The FV1620 Humber Hornet was an early British ATGM carrier, which mounted two Malkara missiles on a vehicle based on a Humber Pig armoured lorry chassis. The missiles were carried on a retractable boom at the rear, which was elevated for firing. Primarily intended to provide airborne forces with an anti-tank capability, it could be carried by a Blackburn Beverley transport aircraft, and air-dropped with a special cluster of parachutes.
The Malkara missile was jointly developed by the UK and Australia from 1951 to 1954. Whereas most anti-tank missiles have a HEAT warhead, Malkara had a 26kg HESH warhead, capable of destroying any tank in service at the time. It was too large and heavy to be man-portable, and so had to be fired from a dedicated launch vehicle, such as the Hornet. Its dual thrust solid rocket engine propelled it at a speed of 327mph to a maximum range of 4km. It took around 30 seconds to reach maximum range.
The operator used a small thumb joystick to control the missile, tracking its path by observing a pair of flares on the missile’s wings. Guidance commands from the control console were transmitted along a thin wire. Although a hit rate of 90% was achieved during testing, in practice accuracy was much lower. The control system was awkward to use and the missile was easily blown off course by side winds. Exacerbating the problem, there was no simulation system, and practice rounds were rare.
The Malkara’s flight path was fixed until it had travelled a distance of 450m, and so could not engage targets closer than this. However, it took some time for the missile to be brought fully under control, so a more realistic minimum range was about 700m.
The Hornet was developed in the 1950s, based on the FV1611 Humber Pig 4×4 1-tonne armoured lorry. Two Malkara missiles were mounted on an elevating boom. Infra-red headlights were initially fitted, but the filters were later removed, and so they became additional standard headlights. Attempts at providing infra-red night-fighting systems for use with the missiles were unsuccessful. A 7.62mm GPMG was fitted in an anti-aircraft mount on the roof, accessible by the driver or commander via roof hatches. The armour was between 8mm and 16mm thick.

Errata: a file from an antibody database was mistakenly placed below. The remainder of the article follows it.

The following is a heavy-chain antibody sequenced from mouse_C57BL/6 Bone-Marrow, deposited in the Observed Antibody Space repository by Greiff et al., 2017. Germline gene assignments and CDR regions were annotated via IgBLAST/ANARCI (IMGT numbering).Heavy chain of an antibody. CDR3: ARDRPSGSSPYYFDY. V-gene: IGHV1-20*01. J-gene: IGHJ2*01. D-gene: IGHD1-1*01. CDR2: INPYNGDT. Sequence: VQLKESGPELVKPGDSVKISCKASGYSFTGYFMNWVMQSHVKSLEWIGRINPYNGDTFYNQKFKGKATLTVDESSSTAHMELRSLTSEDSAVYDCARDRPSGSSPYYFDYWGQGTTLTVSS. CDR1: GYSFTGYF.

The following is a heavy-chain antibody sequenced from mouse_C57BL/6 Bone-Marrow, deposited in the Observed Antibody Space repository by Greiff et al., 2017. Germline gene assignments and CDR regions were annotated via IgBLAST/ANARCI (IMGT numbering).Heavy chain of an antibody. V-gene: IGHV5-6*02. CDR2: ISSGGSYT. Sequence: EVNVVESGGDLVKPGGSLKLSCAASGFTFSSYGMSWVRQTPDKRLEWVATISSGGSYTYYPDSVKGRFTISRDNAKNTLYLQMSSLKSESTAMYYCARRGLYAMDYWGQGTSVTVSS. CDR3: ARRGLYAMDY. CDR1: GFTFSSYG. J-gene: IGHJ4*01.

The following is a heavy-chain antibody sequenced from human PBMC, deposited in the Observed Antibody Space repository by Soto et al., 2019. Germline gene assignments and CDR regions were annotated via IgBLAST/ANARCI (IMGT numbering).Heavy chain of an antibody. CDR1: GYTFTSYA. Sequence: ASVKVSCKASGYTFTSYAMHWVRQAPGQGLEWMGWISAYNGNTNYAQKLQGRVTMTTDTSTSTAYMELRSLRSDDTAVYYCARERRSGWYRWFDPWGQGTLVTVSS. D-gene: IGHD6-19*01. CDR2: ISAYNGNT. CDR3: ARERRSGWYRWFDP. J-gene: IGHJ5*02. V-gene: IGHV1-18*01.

The vehicle had a crew of three. The commander and driver sat in the front, with the radio operator in the rear. The commander also fired and controlled the missiles. A sighting unit was fitted on the cab roof, above the commander. The driver sat to the commander’s right. As well as driving and servicing the vehicle, he helped to acquire targets. The radio operator faced rearwards, and controlled the missile elevation system as well as the radios.
The missile boom would normally be kept in the lowered position. When a target was acquired, it would be raised for firing. As soon as the missile’s flares were visible the boom would be lowered again, reducing the vehicle’s height and the chance of it being seen. A pair of reload missiles were carried inside the vehicle. The driver and radio operator would fit the reloads, taking roughly two minutes to mount both missiles on the launch rails.
In 1963 a remote control system was introduced. This allowed the commander to control the missiles using a small external control unit, which could be connected to the vehicle by an 80m long cable. In this way, the vehicle could remain out of sight, with only the commander in a position to see the target. The cable included an intercom link to allow the commander to communicate with the driver. It took about 35 minutes to deploy the remote control system ready for use.
Early Hornets had problems with control wires breaking during missile launch, leaving the commander unable to guide the missile. Later vehicles resolved this issue, and also had smoke dischargers, in two banks of three, near the headlights.
The Hornet served with the British and Australian armies. It was replaced by the Ferret Mark 5, a variant of the Ferret armoured car armed with Swingfire anti-tank missiles.
Specifications: Humber Hornet
Weight: 5.70 tonnes
Maximum road speed: 56mph
Maximum road cruising range: 260 miles
Engine: Rolls Royce B60 No. 1 Mark 5A, 6 cylinder, water cooled, developing 120bhp
Main armament: 2x Malkara anti-tank missiles
Secondary armament: 1x 7.62mm GPMG
Armour (max): 8-16mm
Guidance: MCLOS (wire link)
Warhead: 26kg HESH